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Up for Grabs

With no dynasty in place, several schools have a legitimate shot at winning the championship in a year when Saint Joseph's can be an underdog and seeded No. 1

March 15, 2004|Robyn Norwood | Times Staff Writer

It's not quite anybody's ballgame.

Let's go ahead and say that Liberty, the school founded by Jerry Falwell, is one of the teams with absolutely no chance of winning college basketball's national championship.

But the NCAA tournament is no longer the Duke Invitational, and unlike last season, when Kentucky entered the tournament with a 23-game winning streak, there is no preordained king that must be toppled.

To illustrate that a fresh face might have a chance, consider this:

Saint Joseph's -- a Jesuit school with a 3,200-seat gym built in 1949 -- is among the official favorites to reach the Final Four in San Antonio. Along with Kentucky, Duke and Stanford, Saint Joe's was awarded a No. 1 seeding when the NCAA tournament field was announced Sunday.

But that doesn't mean those four will convene in Texas.

Last season, three of the four top-seeded teams lost before the Final Four, and third-seeded Syracuse -- a team led by freshman Carmelo Anthony that was unranked when the season began -- walked away with the prize.

Tempting as it is, don't count on an underdog to win. Although a No. 1 seeding is far from a guarantee of reaching the Final Four, 12 of the last 20 teams to win the championship have been No. 1s.

The NCAA and CBS -- in the midst of a $6-billion deal to broadcast the tournament through 2014 -- could benefit from a team such as Saint Joe's doing well.

CBS probably was rooting for the Hawks and Stanford to carry their undefeated records into the NCAA tournament, capturing people's imaginations as they chased Indiana's record as the last undefeated national champion, in 1976.

That's because it wasn't hard to notice that when CBS aired a highlight reel of tournament moments to open the pairings show Sunday, almost all of them were more than a decade old.

Twenty-five years after Magic Johnson's Michigan State team beat Larry Bird's Indiana State team as they began the rivalry that made the NBA what it is today, that 1979 championship game remains the highest-rated telecast in tournament history.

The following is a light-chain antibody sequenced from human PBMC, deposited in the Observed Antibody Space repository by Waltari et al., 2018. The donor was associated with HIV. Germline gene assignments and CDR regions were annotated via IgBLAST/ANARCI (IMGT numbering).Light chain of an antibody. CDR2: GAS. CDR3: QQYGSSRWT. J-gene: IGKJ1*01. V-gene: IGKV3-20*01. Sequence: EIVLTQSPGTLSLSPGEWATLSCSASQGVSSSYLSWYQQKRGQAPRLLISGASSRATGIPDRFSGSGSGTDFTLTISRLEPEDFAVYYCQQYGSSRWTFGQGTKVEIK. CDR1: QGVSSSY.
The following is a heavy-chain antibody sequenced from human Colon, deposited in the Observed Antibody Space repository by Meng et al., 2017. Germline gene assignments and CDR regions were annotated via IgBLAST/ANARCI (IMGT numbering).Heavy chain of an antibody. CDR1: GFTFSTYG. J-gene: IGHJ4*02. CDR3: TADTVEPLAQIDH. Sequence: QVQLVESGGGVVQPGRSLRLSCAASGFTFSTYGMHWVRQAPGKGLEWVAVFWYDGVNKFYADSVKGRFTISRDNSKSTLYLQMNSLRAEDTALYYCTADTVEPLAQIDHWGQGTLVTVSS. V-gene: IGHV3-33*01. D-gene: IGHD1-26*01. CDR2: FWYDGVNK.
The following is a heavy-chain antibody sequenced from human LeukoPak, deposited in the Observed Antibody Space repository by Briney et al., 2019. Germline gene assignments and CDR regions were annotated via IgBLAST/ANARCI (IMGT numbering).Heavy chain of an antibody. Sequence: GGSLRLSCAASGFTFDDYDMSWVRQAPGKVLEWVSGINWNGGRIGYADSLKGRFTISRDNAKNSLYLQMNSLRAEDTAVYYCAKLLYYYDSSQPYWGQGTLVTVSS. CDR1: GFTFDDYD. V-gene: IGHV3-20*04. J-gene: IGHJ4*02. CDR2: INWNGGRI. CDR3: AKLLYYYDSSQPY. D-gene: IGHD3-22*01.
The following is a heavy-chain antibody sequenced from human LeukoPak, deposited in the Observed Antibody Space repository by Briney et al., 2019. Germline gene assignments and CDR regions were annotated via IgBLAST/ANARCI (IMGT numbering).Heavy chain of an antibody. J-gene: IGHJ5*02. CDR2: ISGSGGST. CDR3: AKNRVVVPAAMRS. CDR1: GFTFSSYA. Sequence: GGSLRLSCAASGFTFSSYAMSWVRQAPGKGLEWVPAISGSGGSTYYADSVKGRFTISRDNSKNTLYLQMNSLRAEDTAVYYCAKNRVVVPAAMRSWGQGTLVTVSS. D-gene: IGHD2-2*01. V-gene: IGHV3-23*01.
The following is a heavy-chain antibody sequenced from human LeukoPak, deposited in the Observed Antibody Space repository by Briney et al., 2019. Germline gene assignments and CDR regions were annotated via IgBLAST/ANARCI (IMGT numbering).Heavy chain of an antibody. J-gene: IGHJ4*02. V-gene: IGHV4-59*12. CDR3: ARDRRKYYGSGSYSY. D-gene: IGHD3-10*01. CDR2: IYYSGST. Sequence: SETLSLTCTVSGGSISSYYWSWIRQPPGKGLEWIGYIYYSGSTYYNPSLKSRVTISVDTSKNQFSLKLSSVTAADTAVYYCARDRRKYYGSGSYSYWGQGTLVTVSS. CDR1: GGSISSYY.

With a 24.1 rating and 38 share, it was roughly double last season's 12.6 rating and 19 share, which itself was down 26% from the season before, perhaps in part because viewers were tuned to the just-begun war in Iraq.

The office-pool frenzy that is March Madness was built largely on the drama of upsets such as North Carolina State's crazy last-second victory over Houston's Phi Slama Jama team in 1983 and Villanova's upset of Patrick Ewing's Georgetown team in 1985. (Villanova, seeded eighth, remains the lowest-seeded team ever to win.)

But as more of the best players cut short their college stays -- Anthony took his ball and championship ring to the NBA after one season -- dominant teams don't stay together very long.

One has to wonder: Can there be a David without a Goliath?

Another thing: Sometimes, underdogs grow up.

Gonzaga, the darling of years past, is now a member of the establishment after earning a No. 2 seeding.

The Zags open with Valparaiso on Thursday in Seattle, and technically cannot pull an upset before a potential regional final against top-seeded Kentucky.

But here is an important point: The Zags and Saint Joe's came by their seedings honestly.

Although CBS analyst Billy Packer -- an Atlantic Coast Conference loyalist who played for Wake Forest in the 1962 Final Four -- criticized Saint Joe's No. 1 seeding, it was not simply a gift for remaining undefeated until a 20-point loss to Xavier in the Atlantic 10 tournament.

Saint Joe's Ratings Percentage Index -- the complex computer formula used to help select and seed the field -- was as high as No. 1 during the season and was No. 3 even after the loss, according to expert Jerry Palm's ratings.

"I don't think the committee was particularly caught up in the fact they were undefeated, although it makes a good story line," said Iowa Athletic Director Bob Bowlsby, chairman of the selection committee.

"Saint Joe's played the No. 1 nonconference schedule in the country. They didn't just play a good schedule. They played the best, based on RPI."

One of Saint Joe's opponents was Gonzaga, a team the Hawks defeated by seven in the first game of the season.

Two years ago, there was considerable controversy when Gonzaga was seeded sixth in its regional -- or in the 21-24 range overall -- despite being ranked No. 6 in the nation. But Gonzaga's RPI that season was 21.

This season, Gonzaga's RPI was No. 9, meaning it was only a tiny favor to nudge the Zags ahead of Pittsburgh, No. 8 in the RPI, to seed the Zags second.

"Gonzaga is on the '2' line because it stood on its own portfolio," Bowlsby said. "Their only losses this season were to Saint Joe's and Stanford, which until two weeks ago were the only two undefeated teams in the country. We think a lot of Gonzaga. I think this is the best team they've had."

As for Pitt, which would have been in the running for a top seeding except for a three-point loss to Connecticut in the Big East final, the Panthers ended up a No. 3.

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